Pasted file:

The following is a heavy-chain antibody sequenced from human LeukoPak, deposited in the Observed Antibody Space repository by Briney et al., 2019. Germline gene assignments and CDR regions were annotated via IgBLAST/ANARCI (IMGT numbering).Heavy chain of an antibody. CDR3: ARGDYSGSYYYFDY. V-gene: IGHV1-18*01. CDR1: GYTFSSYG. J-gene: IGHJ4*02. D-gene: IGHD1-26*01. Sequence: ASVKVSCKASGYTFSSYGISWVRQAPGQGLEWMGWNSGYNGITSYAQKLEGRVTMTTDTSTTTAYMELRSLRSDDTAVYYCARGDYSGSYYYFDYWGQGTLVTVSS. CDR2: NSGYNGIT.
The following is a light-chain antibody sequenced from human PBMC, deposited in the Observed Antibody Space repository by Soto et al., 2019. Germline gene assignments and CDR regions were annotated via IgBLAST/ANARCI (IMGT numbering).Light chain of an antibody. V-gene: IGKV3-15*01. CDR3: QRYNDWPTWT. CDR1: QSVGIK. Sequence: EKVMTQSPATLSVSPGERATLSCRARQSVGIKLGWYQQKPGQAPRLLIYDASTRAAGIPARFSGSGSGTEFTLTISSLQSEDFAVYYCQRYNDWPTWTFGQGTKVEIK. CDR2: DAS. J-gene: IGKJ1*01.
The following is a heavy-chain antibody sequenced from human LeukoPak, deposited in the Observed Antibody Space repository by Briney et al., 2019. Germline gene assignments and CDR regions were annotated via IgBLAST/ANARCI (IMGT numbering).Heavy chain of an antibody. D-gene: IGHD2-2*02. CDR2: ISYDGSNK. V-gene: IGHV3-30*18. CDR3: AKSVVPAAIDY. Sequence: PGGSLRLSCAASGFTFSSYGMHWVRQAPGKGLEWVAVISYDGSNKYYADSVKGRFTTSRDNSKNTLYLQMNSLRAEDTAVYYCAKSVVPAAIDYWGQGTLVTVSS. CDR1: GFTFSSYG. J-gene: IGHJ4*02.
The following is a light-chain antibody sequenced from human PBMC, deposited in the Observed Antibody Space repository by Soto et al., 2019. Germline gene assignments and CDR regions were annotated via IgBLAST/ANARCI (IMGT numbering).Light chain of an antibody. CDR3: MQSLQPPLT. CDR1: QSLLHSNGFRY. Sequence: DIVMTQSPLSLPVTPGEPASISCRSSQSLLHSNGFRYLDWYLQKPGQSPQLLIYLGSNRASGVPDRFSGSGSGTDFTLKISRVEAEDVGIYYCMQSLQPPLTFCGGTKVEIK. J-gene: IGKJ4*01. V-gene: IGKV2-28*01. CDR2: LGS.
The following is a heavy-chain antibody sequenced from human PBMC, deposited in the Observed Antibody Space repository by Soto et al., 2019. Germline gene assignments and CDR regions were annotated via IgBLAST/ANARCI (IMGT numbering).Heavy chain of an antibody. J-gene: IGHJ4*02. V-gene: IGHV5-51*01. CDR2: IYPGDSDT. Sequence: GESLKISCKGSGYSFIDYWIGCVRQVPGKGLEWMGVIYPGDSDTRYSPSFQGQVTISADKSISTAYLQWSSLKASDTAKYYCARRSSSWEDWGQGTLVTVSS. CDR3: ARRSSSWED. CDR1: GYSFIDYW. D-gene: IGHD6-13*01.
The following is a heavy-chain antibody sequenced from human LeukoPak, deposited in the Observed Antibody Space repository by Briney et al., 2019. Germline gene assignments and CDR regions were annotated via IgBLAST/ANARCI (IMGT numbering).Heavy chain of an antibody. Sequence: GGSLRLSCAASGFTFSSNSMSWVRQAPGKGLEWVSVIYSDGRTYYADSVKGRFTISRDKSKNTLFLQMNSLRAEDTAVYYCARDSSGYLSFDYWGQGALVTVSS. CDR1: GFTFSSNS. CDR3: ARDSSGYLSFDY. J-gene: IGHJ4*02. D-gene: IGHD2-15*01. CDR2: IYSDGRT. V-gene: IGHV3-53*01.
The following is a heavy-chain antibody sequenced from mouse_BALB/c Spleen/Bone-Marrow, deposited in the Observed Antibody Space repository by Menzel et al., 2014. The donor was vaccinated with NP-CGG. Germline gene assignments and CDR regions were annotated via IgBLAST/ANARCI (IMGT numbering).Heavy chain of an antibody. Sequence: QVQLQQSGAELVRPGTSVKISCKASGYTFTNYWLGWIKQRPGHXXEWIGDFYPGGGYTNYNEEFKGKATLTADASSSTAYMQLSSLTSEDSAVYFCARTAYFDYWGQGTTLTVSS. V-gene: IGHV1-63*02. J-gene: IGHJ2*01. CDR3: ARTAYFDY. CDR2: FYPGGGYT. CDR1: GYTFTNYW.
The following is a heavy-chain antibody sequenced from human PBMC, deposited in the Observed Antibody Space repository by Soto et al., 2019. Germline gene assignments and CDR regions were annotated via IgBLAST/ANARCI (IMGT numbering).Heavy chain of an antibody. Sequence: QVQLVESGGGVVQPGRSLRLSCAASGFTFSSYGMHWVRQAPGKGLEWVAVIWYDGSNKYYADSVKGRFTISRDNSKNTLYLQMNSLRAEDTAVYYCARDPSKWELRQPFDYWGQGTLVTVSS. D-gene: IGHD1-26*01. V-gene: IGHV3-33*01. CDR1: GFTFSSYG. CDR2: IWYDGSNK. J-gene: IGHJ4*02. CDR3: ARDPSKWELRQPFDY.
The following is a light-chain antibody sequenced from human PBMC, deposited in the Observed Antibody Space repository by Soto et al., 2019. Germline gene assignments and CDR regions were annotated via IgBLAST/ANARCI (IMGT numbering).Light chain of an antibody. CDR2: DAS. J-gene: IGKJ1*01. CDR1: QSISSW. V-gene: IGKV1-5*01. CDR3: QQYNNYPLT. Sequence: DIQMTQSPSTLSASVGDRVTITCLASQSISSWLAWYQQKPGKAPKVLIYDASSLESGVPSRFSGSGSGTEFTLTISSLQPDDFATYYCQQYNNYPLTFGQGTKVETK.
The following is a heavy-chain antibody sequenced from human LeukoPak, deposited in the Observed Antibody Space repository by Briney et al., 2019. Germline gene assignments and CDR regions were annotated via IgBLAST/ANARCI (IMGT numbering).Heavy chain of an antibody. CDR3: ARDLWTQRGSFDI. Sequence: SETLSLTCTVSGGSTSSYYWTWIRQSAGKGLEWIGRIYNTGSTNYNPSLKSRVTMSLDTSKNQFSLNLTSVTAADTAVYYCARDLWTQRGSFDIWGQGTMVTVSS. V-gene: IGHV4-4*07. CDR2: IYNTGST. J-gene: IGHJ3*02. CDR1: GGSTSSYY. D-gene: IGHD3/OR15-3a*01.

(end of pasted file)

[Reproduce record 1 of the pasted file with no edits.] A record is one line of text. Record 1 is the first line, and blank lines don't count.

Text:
The following is a heavy-chain antibody sequenced from human LeukoPak, deposited in the Observed Antibody Space repository by Briney et al., 2019. Germline gene assignments and CDR regions were annotated via IgBLAST/ANARCI (IMGT numbering).Heavy chain of an antibody. CDR3: ARGDYSGSYYYFDY. V-gene: IGHV1-18*01. CDR1: GYTFSSYG. J-gene: IGHJ4*02. D-gene: IGHD1-26*01. Sequence: ASVKVSCKASGYTFSSYGISWVRQAPGQGLEWMGWNSGYNGITSYAQKLEGRVTMTTDTSTTTAYMELRSLRSDDTAVYYCARGDYSGSYYYFDYWGQGTLVTVSS. CDR2: NSGYNGIT.